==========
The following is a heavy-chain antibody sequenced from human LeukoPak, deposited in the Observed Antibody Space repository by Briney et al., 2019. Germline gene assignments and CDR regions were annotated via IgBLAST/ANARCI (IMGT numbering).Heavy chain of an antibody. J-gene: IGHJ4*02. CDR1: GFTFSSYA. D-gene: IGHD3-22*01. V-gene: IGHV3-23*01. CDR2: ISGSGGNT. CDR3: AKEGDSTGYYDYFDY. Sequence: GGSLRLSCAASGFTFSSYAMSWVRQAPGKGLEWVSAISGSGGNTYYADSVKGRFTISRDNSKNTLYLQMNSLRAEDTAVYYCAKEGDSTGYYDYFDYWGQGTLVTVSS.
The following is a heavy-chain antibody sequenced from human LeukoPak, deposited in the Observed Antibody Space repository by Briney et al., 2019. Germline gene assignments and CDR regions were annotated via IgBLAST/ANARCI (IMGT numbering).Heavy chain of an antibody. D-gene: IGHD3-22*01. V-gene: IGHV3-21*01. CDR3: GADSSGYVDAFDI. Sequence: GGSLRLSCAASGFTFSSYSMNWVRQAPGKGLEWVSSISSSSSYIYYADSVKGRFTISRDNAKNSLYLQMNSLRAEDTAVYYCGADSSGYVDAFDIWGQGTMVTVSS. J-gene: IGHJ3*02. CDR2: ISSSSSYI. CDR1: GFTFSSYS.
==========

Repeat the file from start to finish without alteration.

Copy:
The following is a heavy-chain antibody sequenced from human LeukoPak, deposited in the Observed Antibody Space repository by Briney et al., 2019. Germline gene assignments and CDR regions were annotated via IgBLAST/ANARCI (IMGT numbering).Heavy chain of an antibody. J-gene: IGHJ4*02. CDR1: GFTFSSYA. D-gene: IGHD3-22*01. V-gene: IGHV3-23*01. CDR2: ISGSGGNT. CDR3: AKEGDSTGYYDYFDY. Sequence: GGSLRLSCAASGFTFSSYAMSWVRQAPGKGLEWVSAISGSGGNTYYADSVKGRFTISRDNSKNTLYLQMNSLRAEDTAVYYCAKEGDSTGYYDYFDYWGQGTLVTVSS.
The following is a heavy-chain antibody sequenced from human LeukoPak, deposited in the Observed Antibody Space repository by Briney et al., 2019. Germline gene assignments and CDR regions were annotated via IgBLAST/ANARCI (IMGT numbering).Heavy chain of an antibody. D-gene: IGHD3-22*01. V-gene: IGHV3-21*01. CDR3: GADSSGYVDAFDI. Sequence: GGSLRLSCAASGFTFSSYSMNWVRQAPGKGLEWVSSISSSSSYIYYADSVKGRFTISRDNAKNSLYLQMNSLRAEDTAVYYCGADSSGYVDAFDIWGQGTMVTVSS. J-gene: IGHJ3*02. CDR2: ISSSSSYI. CDR1: GFTFSSYS.